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Cambridge Law Student Threatens Friend with Knife
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Sampson-Ichendu Uche

Summary: A catfight between a Cambridge law student and another woman ensued over a kitchen pot.

Don’t go borrowing this woman’s stuff without asking! A second-year Anglia Ruskin law student attacked another woman over a borrowed pan. Obile Samson-Ichendu, a law student, was wielding a saucepan and eight-inch kitchen knife when she came at Cynthia Uche, according to the Cambridge News.

  
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Sampson-Ichendu, 19, admitted during a hearing before the Cambridge Magistrates Court that she threatened Uche, 20, with a knife. She pleaded guilty to possessing a knife in a public place. With no previous convictions, Sampson-Ichendu will not have to serve time behind bars.

The incident, as reported to the court, involved the two woman. They allegedly got into an altercation over Sampson-Ichendu borrowing a pot from Uche around 9:45 pm on March 28.

Uche went to a student accommodation caretaker to be a mediator in their disagreement. Uche approached the caretaker at Aston House, part of the CB1 development near Cambridge Station. Uche and her two friends told the caretaker she had been locked out of her apartment. The four went up several floors of Bragg House, where Sampson-Ichendu lived.

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The caretaker when past Sampson-Ichendu’s flat but instead of following him, Uche ran into the flat and locked the door behind her. The caretaker told the authorities that he heard “all hell break loose.” He got his master key and opened the door to Sampson Ichendu’s flat where he found the two wrestling on the floor. He was able to get the two women apart and Uche and her to friends out of the building.

It was then that “the caretaker then saw Sampson-Ichendu run towards him brandishing a saucepan and a kitchen knife. She was shouting threat towards Uche.” He intervened again, forcing Sampson-Ichendu’s arm holding the knife against the wall. He took her back to her apartment but she reemerged with the weapon again. Still angry with Uche, Sampson-Ichendu kept lunging with the knife with a stabbing motion towards Uche.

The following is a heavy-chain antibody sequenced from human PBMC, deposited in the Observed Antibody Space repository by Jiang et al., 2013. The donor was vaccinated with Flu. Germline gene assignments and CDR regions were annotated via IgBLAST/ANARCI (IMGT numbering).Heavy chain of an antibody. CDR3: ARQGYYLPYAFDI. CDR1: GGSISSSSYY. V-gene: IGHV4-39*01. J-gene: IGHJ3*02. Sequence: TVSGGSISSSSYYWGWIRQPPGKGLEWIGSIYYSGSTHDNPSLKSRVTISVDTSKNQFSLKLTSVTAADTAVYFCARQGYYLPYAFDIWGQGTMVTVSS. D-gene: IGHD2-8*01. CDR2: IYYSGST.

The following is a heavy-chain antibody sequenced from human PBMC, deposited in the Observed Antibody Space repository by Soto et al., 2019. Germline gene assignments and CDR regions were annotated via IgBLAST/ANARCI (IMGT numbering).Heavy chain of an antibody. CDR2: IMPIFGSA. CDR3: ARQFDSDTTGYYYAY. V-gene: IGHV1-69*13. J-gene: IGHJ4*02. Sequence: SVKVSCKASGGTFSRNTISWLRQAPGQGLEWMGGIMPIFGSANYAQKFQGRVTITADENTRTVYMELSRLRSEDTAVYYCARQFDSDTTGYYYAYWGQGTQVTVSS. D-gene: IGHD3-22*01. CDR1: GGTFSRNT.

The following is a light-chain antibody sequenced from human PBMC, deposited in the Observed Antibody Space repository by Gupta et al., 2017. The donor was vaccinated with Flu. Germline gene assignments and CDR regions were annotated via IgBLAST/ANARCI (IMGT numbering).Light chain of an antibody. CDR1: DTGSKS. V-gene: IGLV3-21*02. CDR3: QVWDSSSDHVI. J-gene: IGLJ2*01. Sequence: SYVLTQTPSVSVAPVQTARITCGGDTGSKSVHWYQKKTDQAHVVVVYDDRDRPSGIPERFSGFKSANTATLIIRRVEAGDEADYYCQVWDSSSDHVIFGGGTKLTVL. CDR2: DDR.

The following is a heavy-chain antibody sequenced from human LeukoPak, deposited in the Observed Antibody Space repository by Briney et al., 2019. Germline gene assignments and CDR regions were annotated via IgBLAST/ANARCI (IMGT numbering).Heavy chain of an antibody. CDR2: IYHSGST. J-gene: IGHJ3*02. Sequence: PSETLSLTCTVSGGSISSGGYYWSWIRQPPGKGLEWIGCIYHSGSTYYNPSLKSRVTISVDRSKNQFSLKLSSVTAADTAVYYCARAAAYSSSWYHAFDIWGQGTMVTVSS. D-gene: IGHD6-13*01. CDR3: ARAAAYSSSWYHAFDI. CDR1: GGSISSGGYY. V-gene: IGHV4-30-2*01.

The caretaker was able to get the knife away from Sampson-Ichendu and give it to the police. Both women were arrested. Uche also admitted to assault, and her case is still ongoing.

Sampson-Ichendu’s representative, Vaneeta Sharma, explained that she knew her actions were “over and beyond” acceptable behavior but it was an isolated incident. She said, “She was in the second year of her law degree but due to this incident has now been suspended and is considering continuing her studies at a different university. My client also suffered with post-traumatic stress disorder (PTSD) after this incident. She was also suffering with anxiety and depression at the time, which exacerbated her reaction to the incident itself. She herself suffered an elbow injury due to Miss Uche’s actions and had to have her arm in a sling, though there was no fracture.”

Judge Jonathan Cooper agreed that Sampson-Ichendu’s behavior was unacceptable but that immediate custody was not the right sentence. He said, “You had sought a friend’s help to resolve the situation between yourself and Miss Uche, and had suggested alternatives to diffuse the situation before this event. You took the knife plainly in the heat of the moment, but as part of an ongoing altercation and that is unacceptable in any circumstances. You were and continue to be a promising student and a conviction for these two serious offences will have an impact on you.”

Sampson-Ichendu was given a four-month prison sentence but suspended for 12 months. She must follow curfew restrictions for two months, pay £425 in court costs, and fulfill a 10-day rehabilitation course.

Do you think Sampson-Ichendu should be given a second chance to gain a law degree? Share your thoughts with us in the comments below.

To learn more about other knife attacks, read these articles:

Photo: cambridge-news.co.uk



 

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